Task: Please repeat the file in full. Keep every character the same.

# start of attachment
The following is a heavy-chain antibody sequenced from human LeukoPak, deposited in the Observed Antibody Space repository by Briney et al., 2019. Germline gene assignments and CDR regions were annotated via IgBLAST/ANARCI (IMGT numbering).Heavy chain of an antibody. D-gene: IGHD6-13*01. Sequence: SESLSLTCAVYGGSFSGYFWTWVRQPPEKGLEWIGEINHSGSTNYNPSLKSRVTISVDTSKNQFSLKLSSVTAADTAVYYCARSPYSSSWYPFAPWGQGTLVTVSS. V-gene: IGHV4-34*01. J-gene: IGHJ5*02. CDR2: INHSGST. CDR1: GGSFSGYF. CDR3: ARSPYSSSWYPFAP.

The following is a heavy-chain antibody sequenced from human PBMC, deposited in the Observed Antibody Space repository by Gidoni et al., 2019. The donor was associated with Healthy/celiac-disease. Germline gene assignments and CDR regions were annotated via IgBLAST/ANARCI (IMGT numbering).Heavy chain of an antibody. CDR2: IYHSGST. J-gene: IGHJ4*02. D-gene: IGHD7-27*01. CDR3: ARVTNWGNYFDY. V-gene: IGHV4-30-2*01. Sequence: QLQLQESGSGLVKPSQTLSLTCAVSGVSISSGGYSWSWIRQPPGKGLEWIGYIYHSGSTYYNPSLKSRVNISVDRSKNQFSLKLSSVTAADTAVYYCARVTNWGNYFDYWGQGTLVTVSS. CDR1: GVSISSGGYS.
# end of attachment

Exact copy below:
The following is a heavy-chain antibody sequenced from human LeukoPak, deposited in the Observed Antibody Space repository by Briney et al., 2019. Germline gene assignments and CDR regions were annotated via IgBLAST/ANARCI (IMGT numbering).Heavy chain of an antibody. D-gene: IGHD6-13*01. Sequence: SESLSLTCAVYGGSFSGYFWTWVRQPPEKGLEWIGEINHSGSTNYNPSLKSRVTISVDTSKNQFSLKLSSVTAADTAVYYCARSPYSSSWYPFAPWGQGTLVTVSS. V-gene: IGHV4-34*01. J-gene: IGHJ5*02. CDR2: INHSGST. CDR1: GGSFSGYF. CDR3: ARSPYSSSWYPFAP.

The following is a heavy-chain antibody sequenced from human PBMC, deposited in the Observed Antibody Space repository by Gidoni et al., 2019. The donor was associated with Healthy/celiac-disease. Germline gene assignments and CDR regions were annotated via IgBLAST/ANARCI (IMGT numbering).Heavy chain of an antibody. CDR2: IYHSGST. J-gene: IGHJ4*02. D-gene: IGHD7-27*01. CDR3: ARVTNWGNYFDY. V-gene: IGHV4-30-2*01. Sequence: QLQLQESGSGLVKPSQTLSLTCAVSGVSISSGGYSWSWIRQPPGKGLEWIGYIYHSGSTYYNPSLKSRVNISVDRSKNQFSLKLSSVTAADTAVYYCARVTNWGNYFDYWGQGTLVTVSS. CDR1: GVSISSGGYS.